A few people who have heard I did this have been horrified at the idea that someone would read their trash as well as their treasures, but for me that was part of the point. Grandpa’s Ten Best Books would have taught me something, to be sure, but there are all sorts of Ten Best lists. The ins and outs and intricacies of his hobbies and obsessions, the places where he put his feet up and read and interchangeable mystery novel–that’s at least as much the person as the things he thought were wonderful and wise. I feel so lucky to have had the chance and the choice to do this.

No one ever checked up on me, no one ever said, are you really doing that, haven’t you quit yet, haven’t you finished yet. No one jostled my elbow. Like so many things in his and mine life, this was between me and Grandpa. I’m the only child of an only child. There wasn’t any question of a group outing, a horde of grandchildren, a pack of us, what would we all do. There was just me. Just me and Grandpa browsing the bookstore, just me and Grandpa for hours in the library, just me and Grandpa stopping off to get an Orange Julius after, or a coffee for him and a hot chocolate for me, and having a companionable read together when we got home. I can talk to people about the individual books, but in the end this is something that I shared with my grandpa. And I’m so very glad I did.

“We’re like a faaaaamily.”

Perhaps you saw the actor Jason Bateman disgracing himself and his upbringing around the internet recently, rushing to defend a male co-worker’s abusive behavior with bleats about faaaamily and process while the abused female co-worker cried and struggled to find space in the conversation at all. That hit pretty close to home for me, because two years ago I listened to a convention chair complaining from the dais at opening ceremonies that we shouldn’t even have to have a Safety Officer because we’re like a faaaamily. I said, in a bright, clear voice, “Because everyone knows abuse never happens in families!” And the people around me grimaced, and some of them laughed in the way that you do when something is not funny.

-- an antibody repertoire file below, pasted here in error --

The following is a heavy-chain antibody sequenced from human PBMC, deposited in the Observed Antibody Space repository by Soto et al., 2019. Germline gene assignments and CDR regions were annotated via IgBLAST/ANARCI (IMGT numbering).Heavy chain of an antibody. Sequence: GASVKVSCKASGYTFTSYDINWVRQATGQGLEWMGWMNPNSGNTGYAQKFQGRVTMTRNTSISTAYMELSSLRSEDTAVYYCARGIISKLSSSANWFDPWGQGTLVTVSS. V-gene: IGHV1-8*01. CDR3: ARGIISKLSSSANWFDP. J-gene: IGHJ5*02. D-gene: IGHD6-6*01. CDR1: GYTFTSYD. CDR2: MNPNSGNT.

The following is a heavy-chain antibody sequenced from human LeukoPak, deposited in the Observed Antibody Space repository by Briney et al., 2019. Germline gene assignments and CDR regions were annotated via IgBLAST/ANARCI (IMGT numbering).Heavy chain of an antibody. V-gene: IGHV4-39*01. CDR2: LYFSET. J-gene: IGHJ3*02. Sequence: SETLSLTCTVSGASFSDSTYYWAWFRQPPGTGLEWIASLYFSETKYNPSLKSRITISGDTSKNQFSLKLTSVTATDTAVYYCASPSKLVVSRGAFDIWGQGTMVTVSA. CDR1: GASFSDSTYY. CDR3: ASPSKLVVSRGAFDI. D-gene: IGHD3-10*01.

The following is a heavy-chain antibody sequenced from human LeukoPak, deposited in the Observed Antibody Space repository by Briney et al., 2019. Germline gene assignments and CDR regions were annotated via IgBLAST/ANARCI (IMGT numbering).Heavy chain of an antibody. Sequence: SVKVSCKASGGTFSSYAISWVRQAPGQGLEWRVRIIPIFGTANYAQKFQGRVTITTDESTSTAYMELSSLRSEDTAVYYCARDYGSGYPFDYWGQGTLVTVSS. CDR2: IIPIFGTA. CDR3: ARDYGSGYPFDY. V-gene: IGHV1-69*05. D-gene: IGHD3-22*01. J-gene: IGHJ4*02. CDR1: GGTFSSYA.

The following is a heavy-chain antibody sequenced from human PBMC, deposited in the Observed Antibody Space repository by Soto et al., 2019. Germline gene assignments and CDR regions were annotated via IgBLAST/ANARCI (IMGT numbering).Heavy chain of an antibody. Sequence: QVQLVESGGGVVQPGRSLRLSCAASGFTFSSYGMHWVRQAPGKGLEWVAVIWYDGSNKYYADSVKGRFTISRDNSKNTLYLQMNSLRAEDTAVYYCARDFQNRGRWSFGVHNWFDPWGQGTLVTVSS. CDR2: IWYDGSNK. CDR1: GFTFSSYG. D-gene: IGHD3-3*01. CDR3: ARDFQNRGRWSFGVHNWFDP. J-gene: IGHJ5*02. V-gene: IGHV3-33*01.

But I want to come back to it again just to say no to it again. No. No, again.

I am a big believer in chosen family. A startlingly large percentage of the people I mean when I say “my family” are no biological, legal, or marital relation to me; even the tag “my cousin” most often applies to a woman who is, in fact, only my cousin as a relationship approximation–which, considering how many cousins I have through biology, legal adoption, and marriage, is quite a feat.

But when people push it on you from the outside. When, instead of looking at a particular friend and saying, aww, cousin, sibling, auntie–you have someone in authority telling you: you must view this set of people in that fashion. That is an absolute red flag. And even when it’s someone who is on equal footing with you, it’s worth checking: when you choose to be family, do you mean the same things by family? are you choosing the same things? The more you’re choosing en masse–choosing one particular convention or “fandom” as your family–the less you can be sure that you are. And the more you can be pretty much certain that at least one person in that group hears “family” and thinks “people who aren’t allowed to have boundaries with me” or “people who aren’t allowed to tell anybody when I hurt them” or some set of hierarchies that you might not even be able to describe once you’ve been experiencing it for years.

Sometimes the people who are most toxic about a group being a family are the ones who are sincere about it. Other times it’s people who don’t mean a word of it but are perfectly happy to weaponize it against others. Either way: especially when it’s someone speaking to a large group–especially if they haven’t met all the members of that large group–it’s time to be skeptical.

Because abuse does happen in families. Abuse gets swept under the rug in families. But even not up to that point, some families have horrible dynamics about how no one young is worth listening to, or about never visiting the elderly, or both. Some families have horrible dynamics about who does all the work and who gets to put their feet up. And–especially in times like the interview with Jason Bateman and his co-workers. Especially in moments like the con chair at that convention undermining the safety officer. The question is: why are they using this now. To what end. Who benefits, if they start leaning on family rhetoric.